Quinoa is a very good source of manganese as well as a good source of magnesium, iron, copper and phosphorus. This “grain” may be especially valuable for persons with migraine headaches, diabetes and atherosclerosis. Quinoa is a good source of magnesium, a mineral that helps relax blood vessels, preventing the constriction and rebound dilation characteristic of migraines. Quinoa is also a good source of riboflavin (vitamin B2) which is necessary for proper energy production within cells.
Same as soaking your nuts, sprouting has many nutritional benefits. Sprouting is a process that germinates grains, seeds or legumes which in turn makes them more easily digested and produces additional vitamins and minerals including vitamin C, vitamin B and Carotene. Another benefit to sprouting and soaking is the resulting decrease in phytic acid. Phytic acid is an enzyme inhibitor, which means that it blocks the absorption of vitamins and minerals and can also cause poor digestion and an unhealthy gut. If you do eat grains, it’s best to soak or sprout them first.
Sprouts belong to the highly alkaline good group along with alkaline water, Himalayan salt, green vegetables (grasses, cucumber, kale, kelp, spinach, parsley, broccoli) and low sugar fruits. The opposite end of the spectrum, highly acidic food group, has alcohol, coffee, black tea, artificial sweeteners, all meats, seafood, dairy, processed foods, jam, miso, soy sauce, vinegar and yeast.
If your body is in an acidic condition from eating acid-forming foods, getting stress, a lack of sleep and anxiety, your body tries to return to pH balance by using up reserved alkaline minerals: sodium, calcium, potassium and magnesium. This results in the depletion of alkaline minerals from your body. Eating alkaline foods helps to bring your body’s pH into balance. Acid foods aren’t necessarily always ‘bad’, they just need to be balanced with a good dose of alkalising foods. The recommended ratio is 80% Alkaline to 20% Acidic. To be honest, I don’t follow an alkaline diet or meal plan. To me, having more nutritious foods in your diet, having a good night sleep and being happy is more important than being picky with alkaline vs acidic foods.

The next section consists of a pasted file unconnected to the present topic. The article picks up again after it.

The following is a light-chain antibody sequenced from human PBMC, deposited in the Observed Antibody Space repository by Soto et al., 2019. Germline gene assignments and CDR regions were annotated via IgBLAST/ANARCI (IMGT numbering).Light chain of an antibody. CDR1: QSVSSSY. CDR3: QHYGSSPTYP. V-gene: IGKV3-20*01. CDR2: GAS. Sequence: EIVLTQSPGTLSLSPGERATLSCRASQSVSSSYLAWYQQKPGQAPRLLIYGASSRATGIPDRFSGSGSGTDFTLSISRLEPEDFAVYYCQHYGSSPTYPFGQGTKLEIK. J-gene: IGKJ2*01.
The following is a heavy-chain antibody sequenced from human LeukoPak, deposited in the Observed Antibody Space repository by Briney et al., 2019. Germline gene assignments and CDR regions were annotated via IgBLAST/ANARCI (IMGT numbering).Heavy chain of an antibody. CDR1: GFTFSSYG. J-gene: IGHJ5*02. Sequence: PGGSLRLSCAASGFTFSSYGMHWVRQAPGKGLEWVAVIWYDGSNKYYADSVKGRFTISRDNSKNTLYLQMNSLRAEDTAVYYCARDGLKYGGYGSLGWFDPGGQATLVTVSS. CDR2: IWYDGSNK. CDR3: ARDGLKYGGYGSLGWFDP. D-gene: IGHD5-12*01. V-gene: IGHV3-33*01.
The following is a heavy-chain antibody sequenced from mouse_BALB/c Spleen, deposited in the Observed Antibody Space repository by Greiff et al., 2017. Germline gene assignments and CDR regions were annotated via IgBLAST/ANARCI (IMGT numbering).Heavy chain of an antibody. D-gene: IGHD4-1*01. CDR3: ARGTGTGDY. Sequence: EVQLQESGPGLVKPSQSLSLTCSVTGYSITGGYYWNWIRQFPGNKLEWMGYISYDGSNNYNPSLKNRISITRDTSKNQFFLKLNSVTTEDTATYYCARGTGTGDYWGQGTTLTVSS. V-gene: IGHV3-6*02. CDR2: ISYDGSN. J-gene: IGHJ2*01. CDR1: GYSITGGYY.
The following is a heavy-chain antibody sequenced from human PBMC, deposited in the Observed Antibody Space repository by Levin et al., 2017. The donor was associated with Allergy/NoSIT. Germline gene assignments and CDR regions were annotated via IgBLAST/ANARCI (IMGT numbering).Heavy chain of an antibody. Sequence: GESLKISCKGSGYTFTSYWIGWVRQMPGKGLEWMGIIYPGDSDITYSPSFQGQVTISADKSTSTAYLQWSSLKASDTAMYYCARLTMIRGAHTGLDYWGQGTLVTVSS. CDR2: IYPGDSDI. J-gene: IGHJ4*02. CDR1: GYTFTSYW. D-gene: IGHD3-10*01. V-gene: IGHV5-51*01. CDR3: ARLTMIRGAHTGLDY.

You can sprout legumes (like lentil, chickpea, mung bean, soy bean), cereals (corn, rice, quinoa, amaranth, buckwheat, oat) or oil seeds (sesame, sunflower, almond, hazelnut, linseed, peanut).
I don’t have a sprouter at home, so just use a strainer instead, which works okay for me. Here is how I do at home.
- Rinse quinoa seeds thoroughly and soak in water over night
- Use a fine-mesh strainer to rinse the quinoa while draining the soapy water into the sink
- Transfer the quinoa to a tray or plate and move to a dark area at room temperature away from direct sunlight. Cover with a cloth.
- Rinse and drain the quinoa every few hours for a couple of days. You will see the little roots coming out. Amazing! It might take less or more depending on temperature and humidity.
- The quinoa should eventually sprout into a plate full of spiral-shaped roots that are at least one-quarter inch in length. Let the quinoa sprouts dry out for up to 12 hours before you store away in an air-tight container or a sealed plastic bag.
- Keep them in the fridge up to 2 weeks.
- You can lightly cook sprouted quinoa or use as it is. Mix with salads, make healthy bread, sprinkle in your smoothie bowl, etc.